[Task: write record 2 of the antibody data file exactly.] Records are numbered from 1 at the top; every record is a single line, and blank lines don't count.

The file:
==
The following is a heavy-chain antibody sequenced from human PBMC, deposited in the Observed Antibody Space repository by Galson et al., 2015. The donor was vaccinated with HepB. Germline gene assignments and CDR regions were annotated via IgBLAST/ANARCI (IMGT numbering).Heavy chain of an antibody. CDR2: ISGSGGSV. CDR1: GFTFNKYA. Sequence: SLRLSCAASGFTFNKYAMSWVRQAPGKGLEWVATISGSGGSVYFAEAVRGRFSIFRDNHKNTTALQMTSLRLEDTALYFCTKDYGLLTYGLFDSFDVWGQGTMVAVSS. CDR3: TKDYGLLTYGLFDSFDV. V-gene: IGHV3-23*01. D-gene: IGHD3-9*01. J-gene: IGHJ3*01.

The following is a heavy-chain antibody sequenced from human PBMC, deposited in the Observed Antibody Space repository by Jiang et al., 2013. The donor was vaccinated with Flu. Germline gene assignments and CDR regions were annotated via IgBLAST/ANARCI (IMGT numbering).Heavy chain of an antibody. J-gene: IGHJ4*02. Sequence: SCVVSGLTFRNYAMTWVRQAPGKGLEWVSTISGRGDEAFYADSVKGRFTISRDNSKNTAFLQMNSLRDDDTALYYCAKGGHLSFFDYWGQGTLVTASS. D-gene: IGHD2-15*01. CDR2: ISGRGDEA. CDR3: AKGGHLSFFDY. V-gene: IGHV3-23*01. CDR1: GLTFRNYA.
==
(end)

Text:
The following is a heavy-chain antibody sequenced from human PBMC, deposited in the Observed Antibody Space repository by Jiang et al., 2013. The donor was vaccinated with Flu. Germline gene assignments and CDR regions were annotated via IgBLAST/ANARCI (IMGT numbering).Heavy chain of an antibody. J-gene: IGHJ4*02. Sequence: SCVVSGLTFRNYAMTWVRQAPGKGLEWVSTISGRGDEAFYADSVKGRFTISRDNSKNTAFLQMNSLRDDDTALYYCAKGGHLSFFDYWGQGTLVTASS. D-gene: IGHD2-15*01. CDR2: ISGRGDEA. CDR3: AKGGHLSFFDY. V-gene: IGHV3-23*01. CDR1: GLTFRNYA.